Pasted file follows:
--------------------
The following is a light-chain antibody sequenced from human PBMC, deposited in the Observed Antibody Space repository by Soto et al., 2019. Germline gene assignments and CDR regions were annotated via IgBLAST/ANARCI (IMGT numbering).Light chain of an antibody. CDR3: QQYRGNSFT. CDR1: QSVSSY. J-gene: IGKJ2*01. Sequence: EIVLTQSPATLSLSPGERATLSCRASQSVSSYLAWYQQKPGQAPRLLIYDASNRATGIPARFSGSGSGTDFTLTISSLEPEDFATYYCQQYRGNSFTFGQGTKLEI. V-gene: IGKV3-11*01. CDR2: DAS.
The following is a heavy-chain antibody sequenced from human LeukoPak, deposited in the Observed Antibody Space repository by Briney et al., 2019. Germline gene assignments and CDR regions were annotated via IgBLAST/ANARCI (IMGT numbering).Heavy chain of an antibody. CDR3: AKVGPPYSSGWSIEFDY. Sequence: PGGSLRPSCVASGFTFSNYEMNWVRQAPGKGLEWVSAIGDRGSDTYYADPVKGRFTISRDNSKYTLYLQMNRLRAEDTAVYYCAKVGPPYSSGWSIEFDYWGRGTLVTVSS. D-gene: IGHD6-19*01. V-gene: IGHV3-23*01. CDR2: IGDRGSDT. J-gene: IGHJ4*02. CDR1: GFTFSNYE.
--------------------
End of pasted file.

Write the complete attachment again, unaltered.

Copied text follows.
The following is a light-chain antibody sequenced from human PBMC, deposited in the Observed Antibody Space repository by Soto et al., 2019. Germline gene assignments and CDR regions were annotated via IgBLAST/ANARCI (IMGT numbering).Light chain of an antibody. CDR3: QQYRGNSFT. CDR1: QSVSSY. J-gene: IGKJ2*01. Sequence: EIVLTQSPATLSLSPGERATLSCRASQSVSSYLAWYQQKPGQAPRLLIYDASNRATGIPARFSGSGSGTDFTLTISSLEPEDFATYYCQQYRGNSFTFGQGTKLEI. V-gene: IGKV3-11*01. CDR2: DAS.
The following is a heavy-chain antibody sequenced from human LeukoPak, deposited in the Observed Antibody Space repository by Briney et al., 2019. Germline gene assignments and CDR regions were annotated via IgBLAST/ANARCI (IMGT numbering).Heavy chain of an antibody. CDR3: AKVGPPYSSGWSIEFDY. Sequence: PGGSLRPSCVASGFTFSNYEMNWVRQAPGKGLEWVSAIGDRGSDTYYADPVKGRFTISRDNSKYTLYLQMNRLRAEDTAVYYCAKVGPPYSSGWSIEFDYWGRGTLVTVSS. D-gene: IGHD6-19*01. V-gene: IGHV3-23*01. CDR2: IGDRGSDT. J-gene: IGHJ4*02. CDR1: GFTFSNYE.